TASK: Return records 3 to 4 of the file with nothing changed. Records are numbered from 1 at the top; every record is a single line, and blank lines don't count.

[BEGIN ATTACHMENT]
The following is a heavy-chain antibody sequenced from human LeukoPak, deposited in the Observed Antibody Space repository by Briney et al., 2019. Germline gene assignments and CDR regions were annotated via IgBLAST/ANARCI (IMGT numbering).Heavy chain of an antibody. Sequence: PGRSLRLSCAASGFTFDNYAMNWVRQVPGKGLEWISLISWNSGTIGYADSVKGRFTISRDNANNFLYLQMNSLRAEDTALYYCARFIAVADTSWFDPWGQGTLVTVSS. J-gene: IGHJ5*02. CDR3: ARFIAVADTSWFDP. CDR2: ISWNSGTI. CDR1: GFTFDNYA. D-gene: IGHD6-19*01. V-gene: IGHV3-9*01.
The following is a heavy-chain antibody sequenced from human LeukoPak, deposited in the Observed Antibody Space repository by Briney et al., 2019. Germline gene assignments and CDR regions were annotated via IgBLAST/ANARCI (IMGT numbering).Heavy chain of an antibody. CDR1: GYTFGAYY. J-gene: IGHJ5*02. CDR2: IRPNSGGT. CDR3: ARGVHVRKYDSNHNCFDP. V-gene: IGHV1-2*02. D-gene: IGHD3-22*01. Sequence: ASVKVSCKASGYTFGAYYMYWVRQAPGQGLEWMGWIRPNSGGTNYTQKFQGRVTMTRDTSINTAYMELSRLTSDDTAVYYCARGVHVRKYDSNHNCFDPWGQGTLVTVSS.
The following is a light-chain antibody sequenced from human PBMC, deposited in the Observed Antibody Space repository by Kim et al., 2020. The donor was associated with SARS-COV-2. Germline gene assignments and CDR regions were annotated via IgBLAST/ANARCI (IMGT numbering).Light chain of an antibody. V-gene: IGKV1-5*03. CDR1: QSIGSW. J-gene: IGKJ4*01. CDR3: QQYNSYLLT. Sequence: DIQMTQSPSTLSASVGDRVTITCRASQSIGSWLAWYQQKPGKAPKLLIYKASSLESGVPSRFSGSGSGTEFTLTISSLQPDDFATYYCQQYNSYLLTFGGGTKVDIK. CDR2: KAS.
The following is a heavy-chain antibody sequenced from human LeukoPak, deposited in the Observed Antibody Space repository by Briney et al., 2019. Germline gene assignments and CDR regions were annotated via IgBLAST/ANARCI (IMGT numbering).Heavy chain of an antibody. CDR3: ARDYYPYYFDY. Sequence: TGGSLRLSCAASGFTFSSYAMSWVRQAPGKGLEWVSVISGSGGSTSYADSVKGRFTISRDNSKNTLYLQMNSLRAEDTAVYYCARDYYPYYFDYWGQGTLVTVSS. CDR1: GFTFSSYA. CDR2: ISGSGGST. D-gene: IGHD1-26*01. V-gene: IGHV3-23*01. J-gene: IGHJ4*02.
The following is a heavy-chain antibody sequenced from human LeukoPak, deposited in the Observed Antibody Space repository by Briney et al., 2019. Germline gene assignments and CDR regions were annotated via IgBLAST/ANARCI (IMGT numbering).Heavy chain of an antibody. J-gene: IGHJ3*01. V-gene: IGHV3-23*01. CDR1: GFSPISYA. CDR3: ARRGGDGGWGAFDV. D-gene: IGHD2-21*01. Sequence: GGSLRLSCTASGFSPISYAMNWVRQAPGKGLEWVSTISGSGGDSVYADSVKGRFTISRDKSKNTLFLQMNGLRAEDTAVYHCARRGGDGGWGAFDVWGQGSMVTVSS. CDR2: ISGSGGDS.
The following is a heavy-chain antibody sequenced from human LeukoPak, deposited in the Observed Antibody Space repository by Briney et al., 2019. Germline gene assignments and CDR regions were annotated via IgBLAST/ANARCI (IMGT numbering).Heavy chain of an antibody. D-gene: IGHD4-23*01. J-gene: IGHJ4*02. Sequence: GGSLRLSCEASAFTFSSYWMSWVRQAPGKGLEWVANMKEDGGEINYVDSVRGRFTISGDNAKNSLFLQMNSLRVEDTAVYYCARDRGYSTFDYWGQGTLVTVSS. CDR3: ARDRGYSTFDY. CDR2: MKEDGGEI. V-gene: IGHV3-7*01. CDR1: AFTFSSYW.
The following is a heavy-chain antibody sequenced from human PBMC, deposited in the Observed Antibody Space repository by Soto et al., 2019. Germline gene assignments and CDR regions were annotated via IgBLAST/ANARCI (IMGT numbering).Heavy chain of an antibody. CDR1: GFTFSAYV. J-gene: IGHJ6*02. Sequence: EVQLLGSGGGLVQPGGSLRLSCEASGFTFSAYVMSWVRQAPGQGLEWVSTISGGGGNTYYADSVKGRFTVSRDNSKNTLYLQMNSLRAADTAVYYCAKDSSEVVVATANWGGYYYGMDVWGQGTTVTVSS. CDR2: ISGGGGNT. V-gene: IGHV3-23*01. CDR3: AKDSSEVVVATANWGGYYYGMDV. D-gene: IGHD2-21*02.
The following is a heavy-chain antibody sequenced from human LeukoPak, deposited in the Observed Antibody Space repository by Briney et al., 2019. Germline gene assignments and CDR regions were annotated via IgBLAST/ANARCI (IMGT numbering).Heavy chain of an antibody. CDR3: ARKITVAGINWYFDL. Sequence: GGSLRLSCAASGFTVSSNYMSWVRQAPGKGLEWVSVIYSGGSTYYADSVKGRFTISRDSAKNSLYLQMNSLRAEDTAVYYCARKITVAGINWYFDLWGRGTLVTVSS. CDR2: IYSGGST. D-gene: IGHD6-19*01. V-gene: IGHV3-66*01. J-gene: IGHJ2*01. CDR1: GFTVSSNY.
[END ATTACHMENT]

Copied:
The following is a light-chain antibody sequenced from human PBMC, deposited in the Observed Antibody Space repository by Kim et al., 2020. The donor was associated with SARS-COV-2. Germline gene assignments and CDR regions were annotated via IgBLAST/ANARCI (IMGT numbering).Light chain of an antibody. V-gene: IGKV1-5*03. CDR1: QSIGSW. J-gene: IGKJ4*01. CDR3: QQYNSYLLT. Sequence: DIQMTQSPSTLSASVGDRVTITCRASQSIGSWLAWYQQKPGKAPKLLIYKASSLESGVPSRFSGSGSGTEFTLTISSLQPDDFATYYCQQYNSYLLTFGGGTKVDIK. CDR2: KAS.
The following is a heavy-chain antibody sequenced from human LeukoPak, deposited in the Observed Antibody Space repository by Briney et al., 2019. Germline gene assignments and CDR regions were annotated via IgBLAST/ANARCI (IMGT numbering).Heavy chain of an antibody. CDR3: ARDYYPYYFDY. Sequence: TGGSLRLSCAASGFTFSSYAMSWVRQAPGKGLEWVSVISGSGGSTSYADSVKGRFTISRDNSKNTLYLQMNSLRAEDTAVYYCARDYYPYYFDYWGQGTLVTVSS. CDR1: GFTFSSYA. CDR2: ISGSGGST. D-gene: IGHD1-26*01. V-gene: IGHV3-23*01. J-gene: IGHJ4*02.